Guest Blog by Stanislav Desyatnikov: An insight into Russia’s Museums @museums_RU0
I would like to thank Mar Dixon for giving me a chance to write about Russian museums in her blog. It is an honour for me. I appreciate and with interest read about what Mar does and write with regards to museums and libraries.
I came to London from Russia 5 years ago to work as a software tester. Here while visiting many various museums, libraries, castles, parks, and towns, I became interested in culture, more than I had been before. At some point I came to an idea to help museum workers from my country to communicate with their international colleagues. In this blog, I will try to share with you some bits of knowledge about Russian museums.
About 60 Moscow museums became free during 7-day winter holidays this year, and had much more visitors. The bigger museums dealt with the increased visitation easier, but the smaller ones faced difficulties. Also from now on each third Sunday, these Moscow museums will be free to visit. Museums workers are discussing positive and negative sides of this initiative. Another, international initiative, Museum Night, has been run in Russian museums too for several years.
Museums use social networks and blogging platforms, such as Facebook (e.g. group “Changing museum in changing world”, Twitter, Russian network VKontakte (means “in contact”), Live Journal, YouTube, and others.
Some museums are not quite sure about why or how they need to use the social networks. But there are successful stories. For example, Yekaterinburg Gallery of Modern Art which hired a social network professional to communicate with the public via Facebook (http://www.facebook.com/ArtGallery.Yekaterinburg) and Twitter and to manage the social network strategy for the museum. Other museums might have a web designer whose responsibilities also include publication of news via the networks.
Twitter is also becoming more popular: more than 70 museums have Twitter accounts. Not that many in comparison with thousands museums in the country, but still even this progress is good.
In social networks, museum workers share and discuss news about exhibitions, approaches and problems. (Interestingly, I noticed that librarians are more active in social networks and blogging than museum workers: librarians’ discussions last longer and occur more often; they raise many issues related to reading, libraries, schools, culture.)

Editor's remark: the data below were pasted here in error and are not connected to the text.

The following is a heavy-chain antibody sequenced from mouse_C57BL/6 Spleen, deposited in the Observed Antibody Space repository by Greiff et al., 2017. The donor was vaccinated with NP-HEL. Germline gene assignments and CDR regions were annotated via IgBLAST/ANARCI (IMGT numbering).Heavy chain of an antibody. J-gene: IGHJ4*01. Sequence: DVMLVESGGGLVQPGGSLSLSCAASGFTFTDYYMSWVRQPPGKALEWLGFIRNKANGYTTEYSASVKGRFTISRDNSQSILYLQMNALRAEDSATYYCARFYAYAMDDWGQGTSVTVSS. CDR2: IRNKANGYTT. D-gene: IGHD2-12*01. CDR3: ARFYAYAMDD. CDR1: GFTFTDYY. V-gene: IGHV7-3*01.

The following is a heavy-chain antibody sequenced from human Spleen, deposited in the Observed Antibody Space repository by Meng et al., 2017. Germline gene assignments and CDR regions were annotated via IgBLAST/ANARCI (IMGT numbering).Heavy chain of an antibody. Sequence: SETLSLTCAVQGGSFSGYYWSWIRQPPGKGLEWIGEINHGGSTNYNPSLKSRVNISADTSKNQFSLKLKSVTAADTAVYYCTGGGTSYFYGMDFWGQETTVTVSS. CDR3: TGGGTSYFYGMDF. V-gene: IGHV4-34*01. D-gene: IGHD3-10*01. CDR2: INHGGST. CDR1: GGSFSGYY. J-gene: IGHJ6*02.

Worth to mention that Russian specialists started using the social network LinkedIn, where there are thousands of colleagues from the whole world.
One of the problems museums (and libraries) have is lack of financing. Except for few private museums, most of them are funded by the state. Local authorities sometimes do not fund museums properly or in some cases close them. But even though some museums get closed, there appear new ones.
Other problems in some museums comprise:
a) Low salaries, which partially leads to
b) Lack of young specialists;
c) Some museums (and not only) need new buildings if they are currently located in former churches (according to a law, such buildings should be given to the Russian Orthodox Church);
d) Lack of marketing and IT professionals.
Foreign museum curators are invited on conferences and master classes to share their knowledge, and I want to say that such foreign experience is very valuable for Russian professionals. Ideas exchange among Russian colleagues happens on a daily basis, e.g. via the Internet, or several times a year during conferences (like this one), where specialists from different towns of the country participate.
Lack of foreign language skills is a barrier that does not allow the majority of the museum workers to easily communicate with people in other countries. Though, it seems to me, the situation is getting better.
One of the major Internet museum projects is the website “Museums of Russia“, which contains a list of probably all Russian museums, and which publishes the related news.
There is a fund for museums, called “Changing museum in changing world“. This is one of several charity projects sponsored by Russian businessman Vladimir Potanin. Museum professionals are invited to participate in a yearly competition for the best museum projects. The winners get financial support to realize their projects, which is very helpful, especially for small museums or those from province. On the “Changing museum in changing world” website, the winners write diaries about their projects’ progress. Also for the winners, the fund organizes visits to foreign museums. For example, in 2011, a group of winners visited some museums inLondon and other towns in Great Britain.
Even though modern media technologies, e.g. QR codes and mobile applications are not widespread, museums use some approaches to attract people. For children museums organize activities in play form, with games, costumes, songs, dances, and storytelling. Besides, among not only children, but young people and adults too, are popular theatrical and historical re-enactment shows.
For people with disabilities museums also try to help (please feel free to download a PDF book about this sort of work; you can contact Sergey Vanshin, the director of the organization that created the book and helps disabled people, at email@example.com. The organization is called Institute of Professional Rehabilitation and Training of Personnel of All-Russian Association of the Blind “Reacomp”)
With the openness of information in the Internet, understanding of what a modern museum should and can be is changing. I hope that gradually Russian museum professionals will communicate more often and easier in the international museum society, which will lead to better mutual understanding, more active experience exchange and to new partnerships.
If you have any questions or would like more information, please leave a comment.